Remembering the glory days of Britain’s iconic drink that screams both kitsch and sophistication.
For a long time – essentially all of the 1960s and most of the 1970s – a low alcohol sparkling perry became a byword for middle-class sophistication in the UK. Babycham was never a fashionable drink, as such, but it managed to convince enough people who didn’t know better that it was an upmarket and stylish drink for ladies (never for men, even though perry, like its cousin cider, is part of the Campaign for Real Ale’s list of approved drinks). It was champagne for those who couldn’t afford – or were possibly intimidated by – actual champagne, a fancy tipple for the wife on Saturday night visits to the pub or to be served at Christmas parties alongside exotic cocktails like the Snowball (lemonade and advocaat). My most vivid memories of family parties from childhood consist of smoke-filled rooms, Party Sevens and cans of Boddingtons, bright yellow drinks served with a cherry on a stick, and Babycham – in the proper glass, of course. For aspirational working-class and middle-class families, this was the sign of upmarket living. It was, if you like, the drink of choice for the Abigail’s Party crowd.
Babycham was launched in the UK in 1953 by creator Francis Showering, and quickly found a market after becoming the first alcoholic drink to be advertised on TV, with the not-exactly adventurous catchphrase “I’d love a Babycham”. The advertising was significant, not simply because it broke new ground, but because it specifically marketed the drink at women – men, it was thought, probably knew exactly what they’d love when they went to the pub, and it wasn’t likely to be a low alcohol pear cider in a faux champagne glass. Women, on the other hand, were expected to enjoy lighter, fluffier, fizzier stuff – no pints for them. At 6%, Babycham was considerably less alcoholic than wine or champagne or just about any cocktail that might have tempted the female market; you could probably drink a few of these in a night without getting tipsy. The drink was served – very important, this – in something that resembled a coupe champagne glass, and featured the Babycham trademark cartoon animal – actually a goat but usually seen as a Bambi-like fawn, a girly image that further reinforced the female appeal and the sense of sophistication. Ironically, of course, if it was created now, the Babycham fawn would almost certainly fall foul of rules against marketing alcohol with images that are likely to appeal to kids. But these were more innocent times.
Babycham sold itself as a ‘genuine champagne perry’, which got it into trouble in 1978 when french champagne producers sued for use of their protected trademark. They lost, because it was thought that no one would confuse the two – or, if you are cynical, because no English court was going to side with the French against an iconic British brand. In 1965, Babycham themselves had sued a writer for suggesting that the company was trying to pass the drink off as champagne; they lost this case, not because it was shown that they were trying to mislead, but because the comments were seen as opinion rather than a factual statement. In truth, it would have been foolish for Babycham to have tried to claim that their drink was champagne – journalists and drinkers alike would have torn them apart, as the tastes are very different. But the company certainly marketed the drink as an alternative to champagne, and so managed to convince a lot of people that this was itself a sophisticated and upmarket drink.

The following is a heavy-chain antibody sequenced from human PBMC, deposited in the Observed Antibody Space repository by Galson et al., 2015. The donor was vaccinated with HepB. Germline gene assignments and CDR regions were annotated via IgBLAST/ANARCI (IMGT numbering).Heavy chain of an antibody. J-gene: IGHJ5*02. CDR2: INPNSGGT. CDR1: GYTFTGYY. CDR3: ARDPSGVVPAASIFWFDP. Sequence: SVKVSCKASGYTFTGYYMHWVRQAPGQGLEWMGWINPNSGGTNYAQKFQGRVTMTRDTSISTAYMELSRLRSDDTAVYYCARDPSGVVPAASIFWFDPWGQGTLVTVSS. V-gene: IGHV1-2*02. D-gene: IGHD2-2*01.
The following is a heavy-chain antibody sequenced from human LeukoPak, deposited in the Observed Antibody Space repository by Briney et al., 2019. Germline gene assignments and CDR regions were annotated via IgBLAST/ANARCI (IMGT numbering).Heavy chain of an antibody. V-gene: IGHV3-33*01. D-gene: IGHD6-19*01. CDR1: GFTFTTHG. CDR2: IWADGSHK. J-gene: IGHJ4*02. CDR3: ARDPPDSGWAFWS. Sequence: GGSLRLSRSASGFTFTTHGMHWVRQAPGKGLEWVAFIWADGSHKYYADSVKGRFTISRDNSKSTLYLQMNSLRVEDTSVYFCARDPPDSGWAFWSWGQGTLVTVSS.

Babycham became so huge that in the 1960s, Showerings stopped producing beer and concentrated all their efforts into Babycham, with perry trees planted across England to keep up with the demand. The drink peaked in popularity in the early 1970s – by 1973, 144,000 bottles were being produced every hour. There was even a push to suggest that Babycham was also the tipple of choice for sophisticated chaps, with a TV ad campaign featuring Patrick Mower – though I’m not sure many people were falling for that.
Of course, tastes change and as the 1970s slipped into the 1980s, Babycham – like so much of the previous decade – began to look a little cheesy. A downmarket drink for people who had ideas above their station. With the rise of the yuppies, actual champagne became a more accessible option and something that itself began to scream less sophistication and more crass consumerism from nouveau-riche city boys. The UK market opened up to other champagne alternatives like cava and prosecco, which were stronger and less obviously girly in approach. Babycham had had its day.
Or had it? Despite what many think, Babycham is actually still going strong. Around fifteen million bottles are sold every year and the drink has a strong footing in the hen party market. The lightweight nature of the drink makes it an ideal choice for those who don’t want strong alcohol – and for people of a certain age, it has probably never quite lost that sense of style and brand recognition. For others, there’s something rather kitsch about Babycham that goes beyond the drink – the glasses are, of course, collectable items and the Babycham fawn is as an iconic and immediately recognisable figure as any you could name.
But for me, Babycham exists as an integral part of the 1970s, as indispensable a part of childhood memories as Morecombe and Wise Christmas shows, James Last LPs, sausages and pineapples on sticks and cocktail cherries. The very idea of a Babycham makes me smile. And yet oddly, I don’t think I’ve ever actually tasted one. Somehow, it seems better that way. Live the fantasy, not the reality.
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